News / Middle East

Clinton Urges Restraint, Political Reform in Egypt

U.S. Secretary of State Clinton and Jordanian Foreign Minister Judeh speak to the press following their bilateral meeting at the Department of State, January 26, 2011
U.S. Secretary of State Clinton and Jordanian Foreign Minister Judeh speak to the press following their bilateral meeting at the Department of State, January 26, 2011

Secretary of State Hillary Clinton is urging all parties in the political upheaval in Egypt to exercise restraint and avoid violence.  She called for the government of Egyptian President Hosni Mubarak, a key U.S. ally, to seize the moment and implement reforms.  

Secretary of State Hillary Clinton made the public appeal to Egyptians at a joint news event with Jordanian Foreign Minister Nasser Judeh, after talks dominated by the recent unrest in Egypt and Tunisia and stalled Israeli-Palestinian peace efforts.

In calling for restraint by all the parties in Egypt, Clinton said the United States has consistently urged the Mubarak government to be responsive to calls for greater political reform and openness.

"We support the universal rights of the Egyptian people including the rights to freedom of expression, association and assembly," she said.  "And we urge the Egyptian authorities not to prevent peaceful protests or block communications, including on social media sites.  We believe strongly that the Egyptian government has an important opportunity at this moment in time, to implement political, economic and social reforms to respond to the legitimate needs and interests of the Egyptian people."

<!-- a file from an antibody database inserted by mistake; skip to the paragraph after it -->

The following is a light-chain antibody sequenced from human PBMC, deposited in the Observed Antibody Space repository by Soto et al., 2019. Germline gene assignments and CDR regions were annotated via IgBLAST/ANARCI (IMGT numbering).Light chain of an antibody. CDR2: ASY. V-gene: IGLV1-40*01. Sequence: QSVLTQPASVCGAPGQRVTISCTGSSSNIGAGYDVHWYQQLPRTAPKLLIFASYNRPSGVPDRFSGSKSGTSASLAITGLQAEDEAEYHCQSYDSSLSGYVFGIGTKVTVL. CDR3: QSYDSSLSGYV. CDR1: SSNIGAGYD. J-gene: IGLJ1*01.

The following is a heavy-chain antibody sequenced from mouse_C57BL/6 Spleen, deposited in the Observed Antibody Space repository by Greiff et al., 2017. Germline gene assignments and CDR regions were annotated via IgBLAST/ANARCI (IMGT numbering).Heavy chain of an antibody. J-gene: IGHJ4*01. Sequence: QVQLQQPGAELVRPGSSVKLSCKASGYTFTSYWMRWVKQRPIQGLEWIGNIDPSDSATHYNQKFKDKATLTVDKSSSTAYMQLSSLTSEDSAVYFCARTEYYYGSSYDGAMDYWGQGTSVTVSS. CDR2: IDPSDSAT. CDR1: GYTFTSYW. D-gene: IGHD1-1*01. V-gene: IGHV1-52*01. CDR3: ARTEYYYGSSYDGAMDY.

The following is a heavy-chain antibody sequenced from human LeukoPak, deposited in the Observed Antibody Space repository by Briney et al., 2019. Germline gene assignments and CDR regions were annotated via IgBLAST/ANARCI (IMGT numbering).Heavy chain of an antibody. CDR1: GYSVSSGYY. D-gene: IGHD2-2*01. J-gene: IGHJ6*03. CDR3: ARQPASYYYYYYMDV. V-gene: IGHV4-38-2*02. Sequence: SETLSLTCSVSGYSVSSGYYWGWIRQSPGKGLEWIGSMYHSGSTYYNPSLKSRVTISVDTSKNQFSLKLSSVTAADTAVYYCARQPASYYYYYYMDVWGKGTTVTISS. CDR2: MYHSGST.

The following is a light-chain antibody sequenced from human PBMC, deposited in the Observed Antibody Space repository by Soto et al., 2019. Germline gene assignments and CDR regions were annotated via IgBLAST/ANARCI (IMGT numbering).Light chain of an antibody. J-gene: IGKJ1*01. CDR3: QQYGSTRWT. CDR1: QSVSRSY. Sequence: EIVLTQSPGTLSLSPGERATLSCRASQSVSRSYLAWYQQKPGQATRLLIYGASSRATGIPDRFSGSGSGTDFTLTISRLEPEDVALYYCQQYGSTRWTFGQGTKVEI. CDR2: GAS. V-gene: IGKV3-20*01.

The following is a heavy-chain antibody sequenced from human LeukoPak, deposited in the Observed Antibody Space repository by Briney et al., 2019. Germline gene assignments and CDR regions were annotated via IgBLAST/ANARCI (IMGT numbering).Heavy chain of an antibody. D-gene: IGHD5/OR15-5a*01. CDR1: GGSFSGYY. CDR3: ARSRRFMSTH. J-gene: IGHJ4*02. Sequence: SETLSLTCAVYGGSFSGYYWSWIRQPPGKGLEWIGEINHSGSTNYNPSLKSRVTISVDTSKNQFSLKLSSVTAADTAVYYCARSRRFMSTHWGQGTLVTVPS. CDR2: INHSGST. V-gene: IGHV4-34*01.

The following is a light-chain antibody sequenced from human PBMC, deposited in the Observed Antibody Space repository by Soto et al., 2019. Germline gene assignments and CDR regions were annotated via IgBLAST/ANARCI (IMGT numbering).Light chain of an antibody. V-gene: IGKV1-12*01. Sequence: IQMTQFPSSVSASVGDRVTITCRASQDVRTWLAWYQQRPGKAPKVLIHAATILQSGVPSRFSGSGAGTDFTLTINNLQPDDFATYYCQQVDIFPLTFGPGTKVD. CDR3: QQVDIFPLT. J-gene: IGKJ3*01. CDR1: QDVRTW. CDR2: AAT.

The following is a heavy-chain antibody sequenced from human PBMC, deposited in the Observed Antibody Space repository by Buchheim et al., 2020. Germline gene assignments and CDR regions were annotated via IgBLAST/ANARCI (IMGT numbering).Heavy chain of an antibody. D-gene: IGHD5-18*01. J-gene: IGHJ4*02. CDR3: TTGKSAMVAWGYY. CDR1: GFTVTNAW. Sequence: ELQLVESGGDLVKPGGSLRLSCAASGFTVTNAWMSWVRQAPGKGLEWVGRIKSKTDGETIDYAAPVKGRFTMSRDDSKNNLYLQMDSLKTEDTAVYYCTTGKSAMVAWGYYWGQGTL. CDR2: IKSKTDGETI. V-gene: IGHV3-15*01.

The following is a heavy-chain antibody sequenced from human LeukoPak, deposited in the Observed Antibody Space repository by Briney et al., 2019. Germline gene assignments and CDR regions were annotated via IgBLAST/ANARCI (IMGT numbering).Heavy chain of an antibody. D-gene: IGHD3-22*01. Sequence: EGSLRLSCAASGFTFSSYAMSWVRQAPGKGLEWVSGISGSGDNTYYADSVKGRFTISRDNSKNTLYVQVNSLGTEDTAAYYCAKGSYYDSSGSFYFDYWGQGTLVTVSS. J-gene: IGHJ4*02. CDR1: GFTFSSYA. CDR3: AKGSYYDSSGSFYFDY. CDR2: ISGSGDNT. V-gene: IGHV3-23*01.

Jordan has also been the scene of anti-government protests in recent weeks.  But Clinton stressed U.S. support for Jordanian reform efforts, noting parliamentary elections there in November that international observers held to be fair and transparent.

Foreign Minister Judeh, stressed his government’s tolerance of public protests he said were understandable given economic problems in his import-dependent country.

"I think that we have to differential between economic hardship, which we have, and also many countries around the world," he said.  "Jordan is not living in a bubble.  It is part and parcel of the fabric of these international economies.  And between political stability, which we are blessed with in Jordan, with the Hashemite leadership - his majesty the king - who initiates reform from within."

Foreign Minister Judeh cast the stalled Israeli-Palestinian peace process as the region’s key problem.  He said a resolution of the conflict could trigger economic integration and progress that could temper anger now being seen in demonstrations.

Clinton said the Obama administration remains committed to the peace process even though President Barack Obama made no mention of it in his State of the Union address.

"Make no mistake.  We are absolutely committed to the process, and we believe that a framework agreement that resolves the core issues not only remains possible, but necessary," she said. "As the foreign minister said, he will be meeting later with [U.S. envoy] George Mitchell.  We have a constant dialogue going on with many of our friends and partners in the region and around the world.  We remain committed to a two-state solution."

Clinton said she will meet late next week in Munich with U.S. partners in the international Middle East Quartet - Russia, the European Union and the United Nations.  The grouping formed in 2002 has lately focused on building the infrastructure for Palestinian statehood.

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